Veterinary medicine, like human medicine, has its share of fine and bad practitioners but I have been seeing an alarming trend in the realm of veterinary medicine. There was a time when vets treated animals for the love of animals and since they cared. Veterinary medicine had gotten as bad as human medicine and in some ways even worse!
At the very least many individuals have medical insurance and there are programs for individuals who need medical care. For pets, yes, there may be medical insurance available but in comparison with the numbers of pets, coverage is just not wide spread yet. And yes, there are some low price programs available but they’re mostly spay/neuter programs and vaccination programs.
Veterinary medicine has changed into ‘big business,’ revolving door, ‘bottom line’ watchers. Most vets require 75% upfront payment for any type of surgery and if there’s any doubt about paying the bill, which might easily mount within the hundreds of dollars, they will not touch your pet. Vet visits and surgery cost dog owners almost $800 and cat owners $500 last 12 months, in response to the American Pet Products Manufacturers Association. And that is just a mean! Few vets are willing to establish payment plans.
I’ve come across several stories within the news currently which have really bothered me, vets holding dogs ‘hostage,’ threatening ‘death’ over bills. People doctors don’t even do anything like that, so how can vets get away with it? Because animals are considered nothing but ‘possessions?’
Josh Gomez of Gwinnet, Georgia, say that his vet, Dr. Garry Innocent of PetFIRST Animal Hospital in Duluth is holding his black border collie, Pilot, hostage and is threatening to send him the an animal shelter where he might be euthanized.
Gomez has already paid Innocent the agreed on amount of $1,125 for the treatment of the pup’s virus in August. The subsequent thing he knew there have been every kind of additional charges that had not been agreed on. The bill jumped to $1,640 and has been increasing every day, with the vet holding the puppy, due to a $27 a day boarding charge. As of the 14th of September, Gomez owed almost an extra $1000 over what he initially agreed to pay Dr. Garry Innocent and PetFIRST Animal Hospital. As a 22 yr old, at home music teacher, Gomez says he just cannot afford to pay the outrageous charges. He’s already run up $400 on his girlfriend’s charge card and used a $750 loan from his employer.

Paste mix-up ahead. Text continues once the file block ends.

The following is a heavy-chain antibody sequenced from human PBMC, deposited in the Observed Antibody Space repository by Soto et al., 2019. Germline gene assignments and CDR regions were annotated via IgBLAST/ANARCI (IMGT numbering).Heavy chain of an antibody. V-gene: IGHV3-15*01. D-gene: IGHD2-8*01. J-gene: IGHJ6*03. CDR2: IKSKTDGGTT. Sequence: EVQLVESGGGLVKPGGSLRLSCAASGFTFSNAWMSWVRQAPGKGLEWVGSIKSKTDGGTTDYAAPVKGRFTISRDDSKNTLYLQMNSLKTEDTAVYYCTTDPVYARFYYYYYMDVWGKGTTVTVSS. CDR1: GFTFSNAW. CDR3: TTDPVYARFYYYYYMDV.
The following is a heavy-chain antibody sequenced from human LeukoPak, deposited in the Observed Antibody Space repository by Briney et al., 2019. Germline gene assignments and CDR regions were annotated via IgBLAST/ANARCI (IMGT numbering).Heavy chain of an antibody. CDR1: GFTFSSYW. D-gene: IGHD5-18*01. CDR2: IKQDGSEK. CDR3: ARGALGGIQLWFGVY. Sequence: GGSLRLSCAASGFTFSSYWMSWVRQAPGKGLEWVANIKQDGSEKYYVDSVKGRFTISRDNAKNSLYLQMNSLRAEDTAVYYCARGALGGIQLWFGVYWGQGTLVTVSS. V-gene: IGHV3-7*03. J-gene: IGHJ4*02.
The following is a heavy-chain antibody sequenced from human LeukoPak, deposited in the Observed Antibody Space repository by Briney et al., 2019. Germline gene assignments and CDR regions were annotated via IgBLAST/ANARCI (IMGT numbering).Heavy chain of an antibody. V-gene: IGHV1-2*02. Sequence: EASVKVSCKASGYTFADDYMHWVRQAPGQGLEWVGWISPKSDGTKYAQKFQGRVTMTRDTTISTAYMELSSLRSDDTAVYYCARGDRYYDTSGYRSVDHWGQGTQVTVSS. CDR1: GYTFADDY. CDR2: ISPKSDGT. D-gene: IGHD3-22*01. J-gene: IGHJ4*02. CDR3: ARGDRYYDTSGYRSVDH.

And just what does Dr. Innocent must say about this, “He’s being such a twit, he just must pay his bill.”
How’s that for understanding and compassion?
On Tuesday the vet plans to send Gomez’s dog, Pilot, to an animal shelter. Gomez has filed a lawsuit in Gwinnett Superior Court this week to dam Innocent and PetFIRST Animal Hospital from handing Pilot over to animal-control authorities. His lawyer, Ed McCrimmon, says the Georgia law is unconstitutional since it enables pet clinics to take people’s property without ‘due process.’
In one other story from San Antonio, Texas, Jacqueline Hines rescued somewhat Chihuahua off the streets. She was just being a Good Samaritan, helping an animal in need. And naturally when the little dog, who she named Macho, got sick, she took him to the vet.
Hines, a 76 12 months old widow on a hard and fast income, told the vet that she couldn’t pay greater than $100 and the vet told her okay, treated the dog and charged her $93. Sounds pretty good thus far, right?
Well the subsequent morning Macho was even worse so Hines took him back, one other $341!